The story of exploration, settlement, adjustment, change, and disruption in the Nebraska Panhandle and adjacent Sandhills has been a favorite theme of historians and other investigators. Strangely, relatively little attention has been paid to the geographic impact of men’s differing reactions to the varied environment of northwestern Nebraska. In view of this gap, and in the light of scholars’ increasing attention to environmental perception, this paper focuses on’ changes in men’s attitudes toward the usability of land where the Sandhills and the Box Butte Tableland meet in southwestern Sheridan County.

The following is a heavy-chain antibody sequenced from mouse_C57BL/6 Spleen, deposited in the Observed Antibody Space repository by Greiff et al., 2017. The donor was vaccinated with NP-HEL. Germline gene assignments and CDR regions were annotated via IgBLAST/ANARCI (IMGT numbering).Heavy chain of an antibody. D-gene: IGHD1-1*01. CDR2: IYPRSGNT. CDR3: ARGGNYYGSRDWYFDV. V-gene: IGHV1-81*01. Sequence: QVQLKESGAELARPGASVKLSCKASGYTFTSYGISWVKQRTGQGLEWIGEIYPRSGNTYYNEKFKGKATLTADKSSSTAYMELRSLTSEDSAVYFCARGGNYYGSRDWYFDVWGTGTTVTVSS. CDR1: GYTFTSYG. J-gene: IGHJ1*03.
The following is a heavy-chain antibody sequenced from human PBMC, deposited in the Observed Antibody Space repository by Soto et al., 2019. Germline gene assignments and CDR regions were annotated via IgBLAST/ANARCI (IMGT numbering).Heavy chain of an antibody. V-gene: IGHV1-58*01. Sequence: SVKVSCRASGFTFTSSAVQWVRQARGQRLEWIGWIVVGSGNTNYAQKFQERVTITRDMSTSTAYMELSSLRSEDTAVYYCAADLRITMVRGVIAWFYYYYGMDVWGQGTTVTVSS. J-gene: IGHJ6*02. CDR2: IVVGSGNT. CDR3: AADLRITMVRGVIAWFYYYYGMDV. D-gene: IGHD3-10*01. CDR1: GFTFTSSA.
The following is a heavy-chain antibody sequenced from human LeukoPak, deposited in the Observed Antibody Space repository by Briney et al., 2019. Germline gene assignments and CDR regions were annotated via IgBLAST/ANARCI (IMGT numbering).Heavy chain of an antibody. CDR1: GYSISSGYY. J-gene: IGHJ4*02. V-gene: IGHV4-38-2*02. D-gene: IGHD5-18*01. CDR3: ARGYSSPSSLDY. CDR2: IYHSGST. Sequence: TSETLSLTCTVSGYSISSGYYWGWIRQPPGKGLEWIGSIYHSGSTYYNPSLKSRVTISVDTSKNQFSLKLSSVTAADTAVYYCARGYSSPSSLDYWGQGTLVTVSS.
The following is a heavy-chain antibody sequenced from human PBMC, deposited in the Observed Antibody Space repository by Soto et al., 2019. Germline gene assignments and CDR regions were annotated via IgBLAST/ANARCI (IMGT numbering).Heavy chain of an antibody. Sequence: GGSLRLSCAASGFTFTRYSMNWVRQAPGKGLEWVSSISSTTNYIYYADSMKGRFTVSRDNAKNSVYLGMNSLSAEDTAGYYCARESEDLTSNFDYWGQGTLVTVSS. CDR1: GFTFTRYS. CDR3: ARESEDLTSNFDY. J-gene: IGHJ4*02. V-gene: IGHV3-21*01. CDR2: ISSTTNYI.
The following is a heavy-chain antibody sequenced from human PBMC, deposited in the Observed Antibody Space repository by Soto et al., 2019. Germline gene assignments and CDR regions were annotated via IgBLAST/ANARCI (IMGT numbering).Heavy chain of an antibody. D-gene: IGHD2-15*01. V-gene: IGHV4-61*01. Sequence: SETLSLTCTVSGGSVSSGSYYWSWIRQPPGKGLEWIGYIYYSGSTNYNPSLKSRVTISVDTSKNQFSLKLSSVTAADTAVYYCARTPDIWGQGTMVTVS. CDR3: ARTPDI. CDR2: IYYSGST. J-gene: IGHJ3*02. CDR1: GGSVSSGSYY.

Pioneer Sheridan County farmers claimed Box Butte Tableland acreage in preference to Sandhills land. Drought and economic depression caused many of those Tableland settlers to give up on farming and relinquish their claims. By 1900 livestock grazing had become a prominent activity in both areas of the county.
Black and white photograph showing teams of horses powering a threshing machine in Sheridan County, Nebraska.